Celebrating Chita Rivera

 

"I've been a very lucky woman to do so many amazing things." Chita Rivera's delight in the breadth and depth of her 60-plus year — and counting — career surges across the telephone. Her voice radiates as she pays homage to the pantheon of creators who have been her friends — John Kander and Fred Ebb, Leonard Bernstein, Charles Strouse, Jerry Herman, Stephen Sondheim.

Describing her Sept. 25 show at the Palladium, Chita: A Legendary Celebration, as "an evening of sharing memories," she adds, "It's a fascinating show and I'm having fun with it. You do your best and hopefully people enjoy what you do."

Expect to hear recreations from West Side Story, Sweet Charity, Chicago, Kiss of the Spider Woman, Bye, Bye, Birdie, The Rink, among other numbers from her extensive repertoire. It's being billed as a birthday celebration: "A girl only turns 80 once in her life, thank God, and I want everyone there as proof," she quips. And though she's already into her 81st year — and she was born in January — who's to say such a successful and vibrant performer can't celebrate becoming an octogenarian for as long as she likes?

From her 1957 breakthrough on Broadway as the achingly feisty Anita in West Side Story to her hauntingly conniving Claire in 2014's The Visit at the Williamstown Theatre Festival, Rivera has demonstrated an unerring ability to mold dimensional characters and animate their inner force. She says her career has been about "always growing, always seeking ways to reach out and connect."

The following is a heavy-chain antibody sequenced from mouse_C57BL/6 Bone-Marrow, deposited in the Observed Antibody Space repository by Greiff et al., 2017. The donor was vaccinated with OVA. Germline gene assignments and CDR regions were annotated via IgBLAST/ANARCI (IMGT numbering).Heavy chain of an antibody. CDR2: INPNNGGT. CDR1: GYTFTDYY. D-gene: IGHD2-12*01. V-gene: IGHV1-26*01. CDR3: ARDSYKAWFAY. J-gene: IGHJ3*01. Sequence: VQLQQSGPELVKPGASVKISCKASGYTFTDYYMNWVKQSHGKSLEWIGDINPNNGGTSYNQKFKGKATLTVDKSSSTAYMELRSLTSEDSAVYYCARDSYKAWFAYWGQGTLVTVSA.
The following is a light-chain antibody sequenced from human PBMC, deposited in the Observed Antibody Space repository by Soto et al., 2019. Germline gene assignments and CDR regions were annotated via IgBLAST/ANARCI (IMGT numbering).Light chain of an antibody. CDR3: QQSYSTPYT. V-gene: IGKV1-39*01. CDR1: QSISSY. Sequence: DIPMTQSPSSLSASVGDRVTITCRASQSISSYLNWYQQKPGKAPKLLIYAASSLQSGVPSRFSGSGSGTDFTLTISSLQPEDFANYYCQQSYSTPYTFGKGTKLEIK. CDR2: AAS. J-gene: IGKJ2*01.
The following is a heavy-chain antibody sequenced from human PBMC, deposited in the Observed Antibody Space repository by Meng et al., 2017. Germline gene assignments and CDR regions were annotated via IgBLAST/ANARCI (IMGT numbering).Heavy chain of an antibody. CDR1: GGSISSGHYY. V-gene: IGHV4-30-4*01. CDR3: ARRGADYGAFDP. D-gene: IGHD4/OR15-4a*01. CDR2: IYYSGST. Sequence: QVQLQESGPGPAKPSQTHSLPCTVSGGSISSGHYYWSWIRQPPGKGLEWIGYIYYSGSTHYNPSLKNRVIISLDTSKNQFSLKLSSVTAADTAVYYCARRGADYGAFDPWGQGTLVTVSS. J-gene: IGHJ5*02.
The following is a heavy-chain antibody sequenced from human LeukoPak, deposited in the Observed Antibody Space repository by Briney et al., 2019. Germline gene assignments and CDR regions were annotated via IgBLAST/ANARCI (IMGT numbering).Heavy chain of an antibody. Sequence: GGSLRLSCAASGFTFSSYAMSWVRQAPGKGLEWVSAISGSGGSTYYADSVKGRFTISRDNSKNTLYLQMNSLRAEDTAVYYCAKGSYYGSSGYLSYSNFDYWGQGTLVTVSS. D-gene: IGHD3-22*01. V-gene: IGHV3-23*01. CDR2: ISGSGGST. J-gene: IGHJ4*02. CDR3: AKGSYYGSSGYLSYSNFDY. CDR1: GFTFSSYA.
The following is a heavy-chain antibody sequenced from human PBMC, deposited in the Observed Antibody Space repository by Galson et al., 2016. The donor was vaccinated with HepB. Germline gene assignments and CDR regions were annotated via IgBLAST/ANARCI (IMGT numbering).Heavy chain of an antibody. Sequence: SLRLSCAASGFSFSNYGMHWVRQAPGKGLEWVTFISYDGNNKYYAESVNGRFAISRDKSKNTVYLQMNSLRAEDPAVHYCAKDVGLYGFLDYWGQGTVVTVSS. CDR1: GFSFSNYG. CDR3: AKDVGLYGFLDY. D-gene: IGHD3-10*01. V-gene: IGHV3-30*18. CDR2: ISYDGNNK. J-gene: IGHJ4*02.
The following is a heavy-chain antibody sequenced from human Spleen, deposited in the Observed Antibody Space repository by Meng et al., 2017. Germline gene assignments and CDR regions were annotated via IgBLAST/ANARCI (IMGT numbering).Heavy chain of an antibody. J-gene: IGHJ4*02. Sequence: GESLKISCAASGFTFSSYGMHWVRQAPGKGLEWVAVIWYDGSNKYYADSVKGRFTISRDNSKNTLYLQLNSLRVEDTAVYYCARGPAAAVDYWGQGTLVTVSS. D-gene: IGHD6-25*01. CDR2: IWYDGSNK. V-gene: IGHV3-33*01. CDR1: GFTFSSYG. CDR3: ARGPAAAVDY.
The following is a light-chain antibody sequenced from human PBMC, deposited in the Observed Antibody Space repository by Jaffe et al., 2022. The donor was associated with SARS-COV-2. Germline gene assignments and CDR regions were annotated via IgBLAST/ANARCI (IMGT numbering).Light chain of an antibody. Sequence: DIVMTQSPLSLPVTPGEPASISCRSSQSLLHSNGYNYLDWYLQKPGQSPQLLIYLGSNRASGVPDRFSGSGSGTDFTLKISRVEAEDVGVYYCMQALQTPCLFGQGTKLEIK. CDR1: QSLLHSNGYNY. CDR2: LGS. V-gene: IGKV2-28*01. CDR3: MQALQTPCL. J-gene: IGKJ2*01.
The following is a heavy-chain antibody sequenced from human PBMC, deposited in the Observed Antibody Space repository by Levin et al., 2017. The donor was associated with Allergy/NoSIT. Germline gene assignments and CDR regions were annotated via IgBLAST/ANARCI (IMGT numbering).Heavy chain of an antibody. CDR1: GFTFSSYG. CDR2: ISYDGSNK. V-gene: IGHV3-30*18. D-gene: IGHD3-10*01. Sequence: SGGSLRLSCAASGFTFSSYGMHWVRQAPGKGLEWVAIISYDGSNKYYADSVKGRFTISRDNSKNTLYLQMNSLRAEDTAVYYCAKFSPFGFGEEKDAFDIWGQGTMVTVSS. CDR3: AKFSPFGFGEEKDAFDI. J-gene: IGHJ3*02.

Rivera's father, who was a clarinetist and saxophonist for the United States Navy Band, died when Rivera was seven. In 1948 a Balanchine dancer spotted Rivera at the then Jones-Haywood School of Ballet and she was chosen, along with another student, to audition for a scholarship at Balanchine's School of American Ballet. Steadfastly pursuing ballet, Rivera nevertheless accompanied a friend to an audition for the 1951 touring company of Call Me Madam. In one of those odd twists of fate, Rivera was cast as a principal dancer in the show. Many a Broadway critic has alluded to ballet's loss being Broadway's gain.

Her stellar three-year run as Anita in West Side Story came after six years of earning her way through roles in Guys and Dolls, Can-Can, Seventh Heaven, The Shoestring Revue, Mr. Wonderful and Shinbone Alley (in standby for Eartha Kitt). Rivera's resume includes roles in ten films, a range of television appearances, concerts worldwide and recordings, along with a prestigious list of thirty Broadway and regional theatre appearances.

The winner of two Tony Awards, among nine nominations, and multiple Drama Desk, Outer Critics Circle and Drama League awards, Rivera is the first woman of Hispanic heritage and the first Latino American to receive a Kennedy Center Honors award. Along with a range of citations for her lifetime of humanitarian work, Rivera was awarded the Presidential Medal of Freedom in 2009.

Don Farrell, co-founder/ artistic director of Actors Theatre of Indiana, says presenting Chita Rivera at The Palladium is part of ATI's mission "to bring Broadway legends to the central Indiana community."

In 2005 New York City-based professional performers Farrell, Cynthia Collins and Judy Fitzgerald founded Actors Theatre of Indiana, with the intention of bringing their programs to Central Indiana communities. "We try to present something for everybody," says Farrell.

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